OCR Interpretation


Lincoln County times. (Jerome, Idaho) 1911-1919, February 13, 1919, Image 1

Image and text provided by Idaho State Historical Society

Persistent link: https://chroniclingamerica.loc.gov/lccn/sn89055184/1919-02-13/ed-1/seq-1/

What is OCR?


Thumbnail for

tntt
iw
8 PAOfil
8 PAGEN
I
l l
%
6f tri« North Side Tract.
Weekly Newspaper Devoted to the Interests of
bottler
the
VOL. 8.
82.00 PER YEAR
NO. 52.
JEROME, IDAHO. KERR VARY
:i. lino.
CJO\ . HA VIS SIONS JEROME
COUNTY DIM,
— R» —
New County Mnkis
In the Slate
SATURDAY i
''orty-Thlnl One
Although a determined opposition j
was brought to bear by citizens of the
Uuperl section Governor l). W. Davis I
slgned the Jerome county hill Satur-1
day afternoon at 4:SO, creating Ida
ho's 43rd coiiniy from portions of
Gooding, Lincoln and Minidoka.
Tremendous pressure to get him to
veto the bill was brought on the gov
ernor by citizens i n Minidoka
ty, and early Saturday afternoon a
large delegation from Rupert, the
county seat, headed by E. U. Dum
pier an attorney, called to reiterate
their pleas that the bill be not slgn
coun
ed.
They olTeri>d lo hold an election
Monday at their expense in order to
give the governor the true sentiment
of the citizens of the western portion
of Minidoka who are included in the
new county, and staled that If the
sentiment was found lo be In favor
of the division they would cease op
position.
F'orced to Take Action
Governor Davis replied that lie
would either have to veto ihe hill or
sign it Saturday, having had II five
days, and that he had made ii p hfs
mind to support the vote of the leg
islature In creating the county. He
stated, however, that If a hill were In
troduced giving the citizens in the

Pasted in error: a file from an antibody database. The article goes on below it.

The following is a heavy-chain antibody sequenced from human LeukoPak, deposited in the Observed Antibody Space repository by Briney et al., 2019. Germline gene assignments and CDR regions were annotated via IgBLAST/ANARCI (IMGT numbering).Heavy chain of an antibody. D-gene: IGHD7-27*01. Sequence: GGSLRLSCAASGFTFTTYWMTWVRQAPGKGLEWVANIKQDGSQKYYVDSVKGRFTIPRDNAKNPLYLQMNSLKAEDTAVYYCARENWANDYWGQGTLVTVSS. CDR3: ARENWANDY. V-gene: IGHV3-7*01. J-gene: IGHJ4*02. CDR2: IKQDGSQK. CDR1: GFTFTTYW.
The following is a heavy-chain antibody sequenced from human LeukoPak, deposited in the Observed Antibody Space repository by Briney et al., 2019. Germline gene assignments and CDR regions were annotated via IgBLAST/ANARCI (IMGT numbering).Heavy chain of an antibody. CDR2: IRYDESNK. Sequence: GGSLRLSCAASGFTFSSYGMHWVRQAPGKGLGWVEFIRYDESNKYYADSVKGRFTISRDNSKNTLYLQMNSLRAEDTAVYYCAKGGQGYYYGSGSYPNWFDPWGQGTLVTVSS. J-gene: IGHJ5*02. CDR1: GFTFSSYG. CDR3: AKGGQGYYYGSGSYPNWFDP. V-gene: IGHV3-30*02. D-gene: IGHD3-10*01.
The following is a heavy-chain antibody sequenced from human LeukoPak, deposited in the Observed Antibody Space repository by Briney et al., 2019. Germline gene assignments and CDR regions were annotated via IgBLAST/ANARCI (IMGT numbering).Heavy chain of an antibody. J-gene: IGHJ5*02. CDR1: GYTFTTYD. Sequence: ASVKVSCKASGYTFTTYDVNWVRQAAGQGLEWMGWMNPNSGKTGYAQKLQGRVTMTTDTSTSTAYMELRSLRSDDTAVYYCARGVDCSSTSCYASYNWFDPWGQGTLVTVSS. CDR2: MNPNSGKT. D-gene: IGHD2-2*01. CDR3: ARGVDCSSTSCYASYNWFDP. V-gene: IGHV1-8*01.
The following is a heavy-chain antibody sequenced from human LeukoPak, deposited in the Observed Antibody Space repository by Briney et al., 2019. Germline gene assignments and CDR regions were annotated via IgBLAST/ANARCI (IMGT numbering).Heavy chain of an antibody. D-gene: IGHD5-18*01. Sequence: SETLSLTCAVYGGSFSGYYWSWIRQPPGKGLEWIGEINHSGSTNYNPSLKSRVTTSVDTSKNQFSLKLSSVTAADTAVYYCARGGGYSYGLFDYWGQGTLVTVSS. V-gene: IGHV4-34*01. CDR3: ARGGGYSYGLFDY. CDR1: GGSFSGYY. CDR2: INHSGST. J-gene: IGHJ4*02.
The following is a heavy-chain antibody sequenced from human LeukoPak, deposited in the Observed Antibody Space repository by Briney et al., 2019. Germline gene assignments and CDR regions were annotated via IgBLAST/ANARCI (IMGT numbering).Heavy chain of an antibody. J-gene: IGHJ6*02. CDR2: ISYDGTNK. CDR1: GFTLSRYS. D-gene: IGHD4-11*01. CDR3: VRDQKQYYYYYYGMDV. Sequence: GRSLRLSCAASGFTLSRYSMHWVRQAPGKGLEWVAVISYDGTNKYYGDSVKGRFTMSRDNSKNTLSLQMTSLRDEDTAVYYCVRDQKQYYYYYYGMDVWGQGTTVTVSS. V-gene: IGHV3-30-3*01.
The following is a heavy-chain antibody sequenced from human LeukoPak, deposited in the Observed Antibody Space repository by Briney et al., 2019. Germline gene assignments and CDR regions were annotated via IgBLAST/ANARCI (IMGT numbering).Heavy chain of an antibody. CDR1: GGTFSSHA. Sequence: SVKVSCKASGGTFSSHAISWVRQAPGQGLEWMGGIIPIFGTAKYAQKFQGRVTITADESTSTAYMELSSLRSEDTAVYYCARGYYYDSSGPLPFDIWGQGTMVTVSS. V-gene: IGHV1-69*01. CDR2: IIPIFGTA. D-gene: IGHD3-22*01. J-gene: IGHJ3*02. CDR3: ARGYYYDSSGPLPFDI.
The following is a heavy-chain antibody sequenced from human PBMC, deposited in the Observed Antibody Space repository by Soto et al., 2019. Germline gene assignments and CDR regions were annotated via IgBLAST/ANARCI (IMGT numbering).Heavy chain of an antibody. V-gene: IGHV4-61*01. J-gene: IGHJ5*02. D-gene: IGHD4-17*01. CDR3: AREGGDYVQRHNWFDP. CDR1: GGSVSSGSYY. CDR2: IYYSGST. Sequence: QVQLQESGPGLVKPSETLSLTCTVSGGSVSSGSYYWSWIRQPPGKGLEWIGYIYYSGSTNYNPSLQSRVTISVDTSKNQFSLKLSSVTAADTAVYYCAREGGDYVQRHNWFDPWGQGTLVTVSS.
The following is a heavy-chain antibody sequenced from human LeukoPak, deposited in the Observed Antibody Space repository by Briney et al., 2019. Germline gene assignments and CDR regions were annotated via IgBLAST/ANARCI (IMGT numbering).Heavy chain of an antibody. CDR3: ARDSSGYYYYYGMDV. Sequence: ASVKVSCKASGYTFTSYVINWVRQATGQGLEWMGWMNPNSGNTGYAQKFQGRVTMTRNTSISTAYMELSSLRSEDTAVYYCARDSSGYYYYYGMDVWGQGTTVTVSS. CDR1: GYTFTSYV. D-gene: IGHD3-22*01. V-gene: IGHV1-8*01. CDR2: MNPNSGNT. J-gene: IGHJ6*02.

county the privilege of voting on th«»
matter he would also sign that bill If
It passed.
Jerome will be ihe county seat of
the new county. Under provisions of
the bill Governor Davis must appoint
county officials within ten «lays, who
will serve until ihe next' election.
At a meeting of the Republicans in
the newly formed county of Jerome
the following Candida tea were agreed
upon and the slate forwarded lo Gov
ernor Davis for his approval ami ap
pointment:
Clerk of the district court. Oliver
Hill; county attorney, A B. Barclay;
treasurer. I. D. Ward; assessor. W.
N. Hardwick: probate Judge. L. L
Badgley; superintendent of
Mrs Kearney; commissioners, A An
derson, A. W. Atwood. O Rolcc
By the terms of the bill the new
Ofttcers will have sixty days to quallf)
for office after their appointment.
chools.
Nothing definite lias been done it
regard to a court house, that being
' matter for the newly appointed
Several plans have
coni missloners
been suggested, none of which could
he carried out at once, will« h will
for Hie present vaca"t
that
mean
rooms will have to be secured In dlff
erent parts of Ihe town to accommo
date the various county offices until
such a time as a court house can be
procured.
Jerome enters the, sisterhood ot
counties as a fifth class county an
while the salaries are small and In
many Instances will hardly pay Ihe
new officers to devote all thetr time
to the office, they feel that a great
vork Is necessary In th
amount of
organization of the ne« county and
a matter In which all must do t h "1